When we gaze into the eyes of the subjects in Themba Mbuyisa’s portraiture, the emotions that reside there range from defiance to stoicism, contentment — and even smugness. In most of the frames, subjects occupy the centre, squared up to the camera in a face-on position. Some arms are folded, some hands are crossed, others rest at their sides, but these confrontational postures elicit no pity, instead forcing the viewer to meet the subject on level terms.
“If you are going to look at me, then I am going to look at you,” says the ochre-encrusted visage of the grandmother whom we have interrupted from tilling. On her right, a boy young enough to be her grandson tugs at his sleeve. These two represent the age profile of the bulk of the subjects in When Breadwinners Are Away, with the exception of the teenager in one image.
He is fast approaching an age at which he will have to leave Mandeni to enhance his prospects, for the rural community is hardest on the young to middle-aged, who have no option but to remain there. Time alters nothing as poverty defies the laws of physics by resisting change: a constant everywhere else.
The cycle repeats: grandparents raise grandchildren while the nucleus remains absent, like the family of the forlorn child in the red and white hooped dress. Her expression is unflinching and accusatory as she stands superimposed against a bed of bushes, emphasising the loneliness of her daily fight to mean something in a wild world. Bare legs wear the scrapes of brushes with obstacles that will trip her into adulthood, but her dress is grimly rolled up at the sleeves because she has no option but to meet them.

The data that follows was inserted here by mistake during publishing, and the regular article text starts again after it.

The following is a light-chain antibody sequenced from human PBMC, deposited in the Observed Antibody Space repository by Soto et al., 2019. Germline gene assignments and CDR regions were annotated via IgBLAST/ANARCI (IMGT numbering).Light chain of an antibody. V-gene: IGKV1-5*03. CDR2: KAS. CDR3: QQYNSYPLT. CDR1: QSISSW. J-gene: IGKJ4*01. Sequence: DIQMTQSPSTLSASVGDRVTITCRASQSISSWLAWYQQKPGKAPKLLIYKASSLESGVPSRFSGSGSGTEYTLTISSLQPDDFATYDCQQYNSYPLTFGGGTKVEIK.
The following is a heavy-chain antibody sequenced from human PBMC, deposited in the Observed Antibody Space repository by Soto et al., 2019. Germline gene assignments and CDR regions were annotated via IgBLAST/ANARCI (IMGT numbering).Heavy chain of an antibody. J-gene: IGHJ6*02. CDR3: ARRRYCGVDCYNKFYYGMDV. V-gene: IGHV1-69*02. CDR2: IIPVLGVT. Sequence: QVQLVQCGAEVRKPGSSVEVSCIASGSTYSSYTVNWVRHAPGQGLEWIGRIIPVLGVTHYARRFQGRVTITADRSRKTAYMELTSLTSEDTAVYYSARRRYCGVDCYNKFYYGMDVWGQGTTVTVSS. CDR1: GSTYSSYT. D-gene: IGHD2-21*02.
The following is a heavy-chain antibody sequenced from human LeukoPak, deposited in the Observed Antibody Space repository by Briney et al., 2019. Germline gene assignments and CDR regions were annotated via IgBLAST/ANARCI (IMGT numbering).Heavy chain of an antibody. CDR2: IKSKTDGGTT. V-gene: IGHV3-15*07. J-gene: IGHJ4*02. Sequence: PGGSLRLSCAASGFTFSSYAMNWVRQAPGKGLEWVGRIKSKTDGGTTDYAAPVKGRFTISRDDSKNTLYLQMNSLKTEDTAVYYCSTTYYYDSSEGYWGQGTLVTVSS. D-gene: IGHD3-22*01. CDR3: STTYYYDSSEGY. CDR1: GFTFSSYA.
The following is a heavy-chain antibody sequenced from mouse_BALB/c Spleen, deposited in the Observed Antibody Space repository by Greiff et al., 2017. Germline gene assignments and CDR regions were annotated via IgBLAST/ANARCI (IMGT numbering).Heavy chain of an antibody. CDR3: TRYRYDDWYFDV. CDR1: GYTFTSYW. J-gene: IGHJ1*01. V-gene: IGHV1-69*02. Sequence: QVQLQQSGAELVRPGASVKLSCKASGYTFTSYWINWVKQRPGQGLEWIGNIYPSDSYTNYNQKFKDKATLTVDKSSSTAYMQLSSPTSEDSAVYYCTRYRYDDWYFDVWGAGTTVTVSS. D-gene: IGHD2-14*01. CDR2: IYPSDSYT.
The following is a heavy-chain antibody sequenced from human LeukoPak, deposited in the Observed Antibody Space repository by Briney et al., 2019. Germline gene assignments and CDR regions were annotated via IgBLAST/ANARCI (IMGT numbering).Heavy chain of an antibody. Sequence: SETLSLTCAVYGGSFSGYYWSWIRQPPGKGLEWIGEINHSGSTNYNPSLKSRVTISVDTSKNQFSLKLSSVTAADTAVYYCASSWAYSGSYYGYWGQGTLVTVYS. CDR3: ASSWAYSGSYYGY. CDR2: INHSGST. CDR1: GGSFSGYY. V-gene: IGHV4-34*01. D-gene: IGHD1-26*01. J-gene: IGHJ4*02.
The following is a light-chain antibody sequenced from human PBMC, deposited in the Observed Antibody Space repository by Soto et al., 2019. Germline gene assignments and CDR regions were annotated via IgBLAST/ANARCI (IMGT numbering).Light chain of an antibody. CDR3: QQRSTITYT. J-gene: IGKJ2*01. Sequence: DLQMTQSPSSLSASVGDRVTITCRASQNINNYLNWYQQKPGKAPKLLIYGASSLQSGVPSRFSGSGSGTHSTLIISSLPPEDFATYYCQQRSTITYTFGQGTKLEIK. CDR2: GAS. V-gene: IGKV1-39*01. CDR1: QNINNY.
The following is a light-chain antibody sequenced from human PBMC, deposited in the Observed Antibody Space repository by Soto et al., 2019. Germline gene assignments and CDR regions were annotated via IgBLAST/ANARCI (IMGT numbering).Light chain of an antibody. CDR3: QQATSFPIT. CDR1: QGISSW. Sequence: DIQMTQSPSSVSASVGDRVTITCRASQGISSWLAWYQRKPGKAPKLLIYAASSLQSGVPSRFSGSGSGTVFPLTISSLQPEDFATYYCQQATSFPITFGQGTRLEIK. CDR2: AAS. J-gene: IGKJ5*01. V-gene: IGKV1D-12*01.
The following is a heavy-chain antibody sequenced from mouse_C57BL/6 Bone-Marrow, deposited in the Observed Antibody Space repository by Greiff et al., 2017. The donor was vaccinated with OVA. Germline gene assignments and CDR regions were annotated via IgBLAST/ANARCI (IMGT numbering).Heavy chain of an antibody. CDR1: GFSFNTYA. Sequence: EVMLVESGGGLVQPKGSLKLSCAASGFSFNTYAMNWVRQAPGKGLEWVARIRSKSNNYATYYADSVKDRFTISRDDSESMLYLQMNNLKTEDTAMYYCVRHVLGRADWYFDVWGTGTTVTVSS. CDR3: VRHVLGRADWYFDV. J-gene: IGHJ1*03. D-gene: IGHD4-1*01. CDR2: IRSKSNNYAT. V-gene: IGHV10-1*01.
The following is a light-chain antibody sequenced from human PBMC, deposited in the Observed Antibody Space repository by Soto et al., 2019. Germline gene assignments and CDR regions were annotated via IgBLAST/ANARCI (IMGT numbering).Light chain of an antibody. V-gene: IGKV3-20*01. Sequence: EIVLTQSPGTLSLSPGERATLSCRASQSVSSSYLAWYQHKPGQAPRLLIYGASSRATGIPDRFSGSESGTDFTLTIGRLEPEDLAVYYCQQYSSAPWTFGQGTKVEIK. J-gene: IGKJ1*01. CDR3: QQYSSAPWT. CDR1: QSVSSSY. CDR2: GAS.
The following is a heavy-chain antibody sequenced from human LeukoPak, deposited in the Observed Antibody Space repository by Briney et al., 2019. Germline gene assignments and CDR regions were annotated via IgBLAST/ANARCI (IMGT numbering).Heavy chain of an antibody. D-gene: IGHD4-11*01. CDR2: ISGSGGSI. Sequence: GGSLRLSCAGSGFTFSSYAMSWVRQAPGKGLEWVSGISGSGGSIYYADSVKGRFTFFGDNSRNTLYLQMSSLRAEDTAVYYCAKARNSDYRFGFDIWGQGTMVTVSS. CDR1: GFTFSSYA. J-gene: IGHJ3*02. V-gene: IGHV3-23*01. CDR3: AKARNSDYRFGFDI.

Education is the key to success, we are told, and the path out of poverty, so children are wiped down by grandparents, packaged in uniform, and sent down that uncertain path, as the first portrait in this series depicts. One cannot dismiss the scepticism on those three faces. Perhaps it is a distrust of a stranger behind a lens, but it also reads as a mistrust of the world, having been abandoned by parents at an early age. In the absence of primary caregivers, will the rural education system retain these children until matric, or will they be derailed by teen pregnancy, substance abuse, and crime?
South Africa is built on sad Black stories, but unhappy endings are not guaranteed, as Mbuyisa reminds us with the sixth image in the series. It depicts a young child full of charisma, posing like a model at the end of a catwalk. Behind her is a kid goat, which is just as curious and innocent as the child. Yes, we know that the kid is bred for slaughter, but while we are alive and are young, there is opportunity for spunk and resilience. We need not cower because conditions appear a certain way. Self-expression is a readily available tool in the quest to self-actualise.
This story was originally written for the Contemporary Archive Project